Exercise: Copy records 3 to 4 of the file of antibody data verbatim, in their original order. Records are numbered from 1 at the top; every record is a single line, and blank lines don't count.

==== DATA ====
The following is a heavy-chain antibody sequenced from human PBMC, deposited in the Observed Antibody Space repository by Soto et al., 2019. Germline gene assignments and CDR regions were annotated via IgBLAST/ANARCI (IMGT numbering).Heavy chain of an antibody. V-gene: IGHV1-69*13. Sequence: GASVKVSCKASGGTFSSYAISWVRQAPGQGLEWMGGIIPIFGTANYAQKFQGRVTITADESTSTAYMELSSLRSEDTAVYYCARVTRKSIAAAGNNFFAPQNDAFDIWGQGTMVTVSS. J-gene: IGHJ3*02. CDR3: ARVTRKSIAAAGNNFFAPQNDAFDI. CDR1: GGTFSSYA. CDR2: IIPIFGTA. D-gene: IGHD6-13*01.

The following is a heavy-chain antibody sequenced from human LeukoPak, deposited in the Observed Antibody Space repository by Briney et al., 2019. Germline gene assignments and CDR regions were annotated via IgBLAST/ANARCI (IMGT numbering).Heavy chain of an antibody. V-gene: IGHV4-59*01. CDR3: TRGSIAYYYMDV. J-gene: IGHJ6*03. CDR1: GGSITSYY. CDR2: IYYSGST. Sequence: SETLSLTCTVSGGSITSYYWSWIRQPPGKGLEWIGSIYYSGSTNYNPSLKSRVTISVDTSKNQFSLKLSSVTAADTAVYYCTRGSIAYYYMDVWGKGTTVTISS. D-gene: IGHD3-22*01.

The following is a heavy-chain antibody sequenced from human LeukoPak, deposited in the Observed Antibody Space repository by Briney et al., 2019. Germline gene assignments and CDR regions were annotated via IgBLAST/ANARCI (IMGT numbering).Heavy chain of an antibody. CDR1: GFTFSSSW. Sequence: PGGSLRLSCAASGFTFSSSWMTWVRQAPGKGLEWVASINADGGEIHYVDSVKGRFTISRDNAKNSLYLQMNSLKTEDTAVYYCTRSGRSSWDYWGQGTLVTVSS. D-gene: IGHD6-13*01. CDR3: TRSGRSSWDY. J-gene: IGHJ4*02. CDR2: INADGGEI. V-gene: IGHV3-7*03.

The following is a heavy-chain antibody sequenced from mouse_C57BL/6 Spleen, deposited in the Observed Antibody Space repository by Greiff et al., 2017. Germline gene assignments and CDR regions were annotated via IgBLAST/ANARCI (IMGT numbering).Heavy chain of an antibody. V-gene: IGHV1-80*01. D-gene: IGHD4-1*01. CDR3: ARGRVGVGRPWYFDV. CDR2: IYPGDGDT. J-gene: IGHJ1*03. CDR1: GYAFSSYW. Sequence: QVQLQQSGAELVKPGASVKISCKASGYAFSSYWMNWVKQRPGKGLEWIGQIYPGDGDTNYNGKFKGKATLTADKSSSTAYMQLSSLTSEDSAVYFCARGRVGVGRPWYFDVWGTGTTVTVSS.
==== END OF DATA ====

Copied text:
The following is a heavy-chain antibody sequenced from human LeukoPak, deposited in the Observed Antibody Space repository by Briney et al., 2019. Germline gene assignments and CDR regions were annotated via IgBLAST/ANARCI (IMGT numbering).Heavy chain of an antibody. CDR1: GFTFSSSW. Sequence: PGGSLRLSCAASGFTFSSSWMTWVRQAPGKGLEWVASINADGGEIHYVDSVKGRFTISRDNAKNSLYLQMNSLKTEDTAVYYCTRSGRSSWDYWGQGTLVTVSS. D-gene: IGHD6-13*01. CDR3: TRSGRSSWDY. J-gene: IGHJ4*02. CDR2: INADGGEI. V-gene: IGHV3-7*03.

The following is a heavy-chain antibody sequenced from mouse_C57BL/6 Spleen, deposited in the Observed Antibody Space repository by Greiff et al., 2017. Germline gene assignments and CDR regions were annotated via IgBLAST/ANARCI (IMGT numbering).Heavy chain of an antibody. V-gene: IGHV1-80*01. D-gene: IGHD4-1*01. CDR3: ARGRVGVGRPWYFDV. CDR2: IYPGDGDT. J-gene: IGHJ1*03. CDR1: GYAFSSYW. Sequence: QVQLQQSGAELVKPGASVKISCKASGYAFSSYWMNWVKQRPGKGLEWIGQIYPGDGDTNYNGKFKGKATLTADKSSSTAYMQLSSLTSEDSAVYFCARGRVGVGRPWYFDVWGTGTTVTVSS.